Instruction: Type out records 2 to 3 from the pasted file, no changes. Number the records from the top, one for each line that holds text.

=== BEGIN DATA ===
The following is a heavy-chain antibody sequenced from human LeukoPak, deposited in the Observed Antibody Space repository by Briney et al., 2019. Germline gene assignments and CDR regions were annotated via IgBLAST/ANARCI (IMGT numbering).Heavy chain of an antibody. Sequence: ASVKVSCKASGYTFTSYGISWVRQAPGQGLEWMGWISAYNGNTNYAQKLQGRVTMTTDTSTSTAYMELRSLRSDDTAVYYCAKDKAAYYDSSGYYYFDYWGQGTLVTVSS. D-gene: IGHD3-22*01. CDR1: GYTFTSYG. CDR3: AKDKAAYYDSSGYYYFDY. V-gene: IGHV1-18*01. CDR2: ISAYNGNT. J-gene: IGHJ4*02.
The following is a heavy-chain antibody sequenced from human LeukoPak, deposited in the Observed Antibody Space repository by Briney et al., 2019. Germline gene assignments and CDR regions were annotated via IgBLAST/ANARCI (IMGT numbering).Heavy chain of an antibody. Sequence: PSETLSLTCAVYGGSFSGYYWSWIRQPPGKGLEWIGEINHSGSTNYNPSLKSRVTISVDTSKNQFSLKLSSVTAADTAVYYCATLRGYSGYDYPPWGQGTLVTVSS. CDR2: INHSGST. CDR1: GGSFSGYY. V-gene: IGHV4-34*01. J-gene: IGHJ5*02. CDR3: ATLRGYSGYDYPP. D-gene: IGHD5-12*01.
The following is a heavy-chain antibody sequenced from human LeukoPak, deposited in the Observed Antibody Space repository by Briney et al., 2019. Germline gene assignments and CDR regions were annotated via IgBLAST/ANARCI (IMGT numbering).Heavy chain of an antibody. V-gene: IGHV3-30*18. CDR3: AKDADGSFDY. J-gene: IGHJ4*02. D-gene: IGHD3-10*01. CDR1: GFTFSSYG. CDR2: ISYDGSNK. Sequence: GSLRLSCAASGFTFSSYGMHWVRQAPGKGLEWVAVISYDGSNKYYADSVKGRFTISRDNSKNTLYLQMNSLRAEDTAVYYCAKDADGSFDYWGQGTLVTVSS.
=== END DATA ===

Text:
The following is a heavy-chain antibody sequenced from human LeukoPak, deposited in the Observed Antibody Space repository by Briney et al., 2019. Germline gene assignments and CDR regions were annotated via IgBLAST/ANARCI (IMGT numbering).Heavy chain of an antibody. Sequence: PSETLSLTCAVYGGSFSGYYWSWIRQPPGKGLEWIGEINHSGSTNYNPSLKSRVTISVDTSKNQFSLKLSSVTAADTAVYYCATLRGYSGYDYPPWGQGTLVTVSS. CDR2: INHSGST. CDR1: GGSFSGYY. V-gene: IGHV4-34*01. J-gene: IGHJ5*02. CDR3: ATLRGYSGYDYPP. D-gene: IGHD5-12*01.
The following is a heavy-chain antibody sequenced from human LeukoPak, deposited in the Observed Antibody Space repository by Briney et al., 2019. Germline gene assignments and CDR regions were annotated via IgBLAST/ANARCI (IMGT numbering).Heavy chain of an antibody. V-gene: IGHV3-30*18. CDR3: AKDADGSFDY. J-gene: IGHJ4*02. D-gene: IGHD3-10*01. CDR1: GFTFSSYG. CDR2: ISYDGSNK. Sequence: GSLRLSCAASGFTFSSYGMHWVRQAPGKGLEWVAVISYDGSNKYYADSVKGRFTISRDNSKNTLYLQMNSLRAEDTAVYYCAKDADGSFDYWGQGTLVTVSS.